Across the treatment groups, colostrum yield of multiparous sows was higher than primiparous sows (Table 1). Likewise, milk yield of multiparous sows was also higher than primiparous sows (Table 2). However, in multiparous sows, the PGF2α treatment, either single or multiple, exerted a little effect on milk yield. On the other hand, the PGF2α treatment significantly improved milk yield in primiparous sows (Table 2). This is also indicated by the similarity of average daily gain of piglets and litter weight gain in primiparous sows (Table 3). However, in Table 1, the PGF2α treatment improved colostrum yield in both multiparous sows (from 5.53 to 7.42, i.e., +1.89 kg or 34.2%) and primiparous sows (from 4.70 to 6.61, i.e., +1.91 kg or 40.6%). Although the statistical significance could not be demonstrated in primiparous sows, the numerical improvement was still of interest to perform additional works focusing on the impact of PGF2α treatment in primiparous sows.
In conclusion, postpartum treatment with PGF2α improved colostrum yield and IgG concentration at 24 h in multiparous sows and increased colostrum intake of piglets. Multiple administration of PGF2α at days 0, 7, and 14 postpartum significantly improved the milk yield of primiparous sows and increased the litter weight of piglets at 20 days of lactation.

Notes

CONFLICT OF INTEREST

We certify that there is no conflict of interest with any financial organization regarding the material discussed in the manuscript.

ACKNOWLEDGMENTS

Financial support for the present study was provided by the Thailand Science Research and Innovation Senior Researcher Scholar grant (RTA6280013). Chulalongkorn University supported the One Health Research Cluster. The authors would like to thank CEVA Animal Health, Thailand for kindly providing the PGF2α (Enzaprost Vet) used in the experiment.

Figure 1
Concentration (g/L) of immunoglobulin G (IgG) in sow colostrum at (A) 1 h and (B) 24 h after farrowing in control and treatment groups by parity groups (n = 26 sows). a,A,B Different superscripts within groups differ significantly (p<0.05).
ajas-20-0187f1.jpg
Table 1
Colostrum yield, IgG concentration and piglet performances of sows after prostaglandin F2α treatment compared with control sows (least square means±SEM)
Variables Control PGF2α treatment
Number of sows 11 25
Number of piglets born alive per litter 11.8±1.0a 12.3±0.4a
Piglet birth weight (g) 1,383±36.0a 1,331±18.5a
Adjusted colostrum yield (kg)1) 5.12±0.83a 7.01±0.38b
 Primiparous sows (n = 10) 4.70±1.55a,A 6.61±0.63a,A
 Multiparous sows (n = 16) 5.53±0.59a,A 7.42±0.43b,A
IgG at 1 h postpartum (g/L) 49.9±8.1a 46.2±5.3a
 Primiparous sows (n = 13) 44.2±12.6a,A 42.0±8.4a,A
 Multiparous sows (n = 21) 56.7±10.3a,A 50.3±6.5a,A
IgG at 24 h postpartum (g/L) 17.4±5.3a 31.6±3.5b
 Primiparous sows (n = 10) 23.7±8.0a,A 30.9±5.2a,A
 Multiparous sows (n = 13) 11.2±6.9a,A 32.4±4.6b,A
Adjusted farrowing duration (min)1) (n = 26) 197.1±48.8a 199.4±20.2a
Backfat thickness (mm) 21.3±0.7a 21.0±0.5a
Piglet characteristics
 Number of nursed piglets (piglet/litter) 9.5±0.5a 9.9±0.4a
 Birth interval (min) 13.3±2.4a 15.6±1.6a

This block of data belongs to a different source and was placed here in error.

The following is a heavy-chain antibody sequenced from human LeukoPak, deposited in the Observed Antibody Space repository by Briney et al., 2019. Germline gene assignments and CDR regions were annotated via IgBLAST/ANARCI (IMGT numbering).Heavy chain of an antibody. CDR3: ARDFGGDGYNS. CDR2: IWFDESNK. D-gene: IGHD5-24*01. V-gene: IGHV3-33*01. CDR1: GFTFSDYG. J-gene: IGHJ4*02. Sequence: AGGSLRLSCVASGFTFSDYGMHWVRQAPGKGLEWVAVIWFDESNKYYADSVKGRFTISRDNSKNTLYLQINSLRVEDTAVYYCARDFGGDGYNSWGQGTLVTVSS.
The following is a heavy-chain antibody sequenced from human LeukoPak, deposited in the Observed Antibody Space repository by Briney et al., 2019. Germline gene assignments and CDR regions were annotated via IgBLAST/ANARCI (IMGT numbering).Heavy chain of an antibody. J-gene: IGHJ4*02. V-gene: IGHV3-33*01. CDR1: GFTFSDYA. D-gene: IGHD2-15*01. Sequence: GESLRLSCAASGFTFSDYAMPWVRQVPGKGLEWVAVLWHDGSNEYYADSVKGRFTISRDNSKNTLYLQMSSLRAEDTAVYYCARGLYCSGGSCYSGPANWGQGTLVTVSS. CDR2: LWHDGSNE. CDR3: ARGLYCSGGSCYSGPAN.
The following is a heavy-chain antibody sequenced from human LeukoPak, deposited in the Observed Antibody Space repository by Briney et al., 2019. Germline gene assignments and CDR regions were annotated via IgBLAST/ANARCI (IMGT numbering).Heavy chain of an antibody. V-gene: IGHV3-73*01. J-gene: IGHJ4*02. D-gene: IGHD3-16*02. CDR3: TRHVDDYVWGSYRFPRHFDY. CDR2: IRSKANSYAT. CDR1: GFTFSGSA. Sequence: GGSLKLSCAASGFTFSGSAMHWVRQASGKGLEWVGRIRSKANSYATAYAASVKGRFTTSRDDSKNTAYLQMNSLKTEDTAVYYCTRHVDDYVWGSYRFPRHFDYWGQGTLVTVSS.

Colostrum intake (g) 563.9±20.3a 620.7±10.0b

IgG, immunoglobulin G; PGF2α, prostaglandin F2α; SEM, standard error of the means.

1) The litters with number of piglets born alive below eight were excluded (n = 6) and sows that used oxytocin were excluded (n = 4).

a,b Different superscripts within rows differ significantly (p<0.05).

A,B Different superscripts within columns differ significantly (p<0.05).

Table 2
Milk yield (kg) in primiparous and multiparous sows after single and multiple treatment with PGF2α compared with control sows (least square means±SEM)
Group Primiparous sows Multiparous sows
Control 7.61±0.72a,A 10.95±0.59bA
Single treatment 8.98±0.64a,AB 10.69±0.54b,A
Multiple treatment 10.25±0.83a,B 10.51±0.51a,A
All 8.94±0.42a 10.72±0.32b

PGF2α, prostaglandin F2α; SEM, standard error of the means.

a,b Different superscripts within rows differ significantly (p<0.05).

A,B Different superscripts within columns differ significantly (p<0.05).

Table 3
Piglet performance after single and multiple PGF2α treatment in postpartum sows compared with control sows (least square means±SEM)
Variables Control PGF2α

Single treatment Multiple treatment
Litter weight at 20 days (kg) 61.9±3.4a 63.1±3.1ab 71.3±3.3b
Primiparous sows (n = 12) 47.1±5.4aA 57.5±4.8abA 71.0±5.4bA
Multiparous sows (n = 23) 76.8±4.1aB 68.6±3.8aA 71.7±3.8aA
Body weight at weaning (kg) 7.2±0.3ab 6.8±0.2a 7.6±0.2b
Primiparous sows (n = 12) 6.5±0.4aA 6.8±0.4aA 7.5±0.4aA
Multiparous sows (n = 23) 7.8±0.3aB 6.8±0.3bA 7.8±0.3aA
Average daily gain (g/d) 322.0±16.9a 315.2±16.3a 356.4±18.2a
Primiparous sows (n = 12) 277.4±26.9aA 306.6±24.1aA 350.2±31.1aA
Multiparous sows (n = 23) 366.6±20.3aB 324.0±19.0aA 362.6±19.0aA
Litter weight gain (kg/d) 42.1±2.9a 44.2±2.7a 48.9±3.2a
Primiparous sows (n = 12) 30.0±4.7aA 39.0±4.2abA 47.6±5.4bA
Multiparous sows (n = 23) 54.3±3.5aB 49.3±3.3aA 50.2±3.3aA

SEM, standard error of the means; PGF2α, prostaglandin F2α.

a,b Different superscripts within rows differ significantly (p<0.05).

A,B Different superscripts within columns differ significantly (p<0.05).

Table 4
Serum progesterone (nmol/L) in sows after single and multiple treatment with PGF2α compared with control sows (least square means±SEM)
Days postpartum Control PGF2α

Single treatment Multiple treatment
0 183.2±56.7a 152.8±14.4a 95.4±6.1a
7 5.2±53.7b 5.9±14.3b 2.4±6.1b
21 4.3±60.4b 3.3±14.9b 1.9±6.1b

SEM, standard error of the means; PGF2α, prostaglandin F2α.

a,b Different superscripts within columns differ significantly (p<0.05).